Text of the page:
Natalegawa, a former Indonesian foreign minister, is a strong believer in the value of the ten-member Association of Southeast Asian Nations, and its often-derided process of constant meetings and declarations, for dampening conflict and getting the attention of outside powers. He gives blow-by-blow accounts of some of his toughest negotiations within the group. He helped persuade Myanmar to accept international aid after Cyclone Nargis, mediated Cambodian-Thai talks over the contested Preah Vihear Temple, worked to pull ASEAN member states back together after a split over the South China Sea, and pushed the group to adopt a declaration of principles on human rights. Natalegawa’s stories constitute a primer on the dark arts of diplomacy, including the value of ambiguity, the cultivation of personal relationships with fellow leaders, creative word and punctuation choices, the profligate use of the passive voice—and just showing up. As the most populous and most active member of ASEAN, Indonesia has been accused of “overactivism” by other members. Natalegawa is proud to own the label.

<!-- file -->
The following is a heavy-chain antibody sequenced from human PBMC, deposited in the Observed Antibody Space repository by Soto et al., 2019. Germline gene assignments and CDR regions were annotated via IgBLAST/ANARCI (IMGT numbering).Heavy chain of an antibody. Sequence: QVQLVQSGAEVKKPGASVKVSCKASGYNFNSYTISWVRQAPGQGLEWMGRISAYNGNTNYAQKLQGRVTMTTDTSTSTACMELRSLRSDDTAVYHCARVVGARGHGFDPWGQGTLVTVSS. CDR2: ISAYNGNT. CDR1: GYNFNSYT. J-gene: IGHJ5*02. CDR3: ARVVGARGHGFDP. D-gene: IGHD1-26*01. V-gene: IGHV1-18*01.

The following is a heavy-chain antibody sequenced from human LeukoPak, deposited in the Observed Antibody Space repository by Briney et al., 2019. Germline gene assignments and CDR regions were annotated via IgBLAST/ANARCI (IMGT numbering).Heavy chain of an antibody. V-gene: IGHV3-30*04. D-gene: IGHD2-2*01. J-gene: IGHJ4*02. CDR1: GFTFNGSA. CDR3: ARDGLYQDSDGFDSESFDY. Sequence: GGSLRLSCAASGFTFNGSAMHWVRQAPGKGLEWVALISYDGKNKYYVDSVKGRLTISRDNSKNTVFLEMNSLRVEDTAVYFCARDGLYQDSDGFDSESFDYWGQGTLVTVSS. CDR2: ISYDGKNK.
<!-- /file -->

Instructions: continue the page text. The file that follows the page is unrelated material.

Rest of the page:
In This Review
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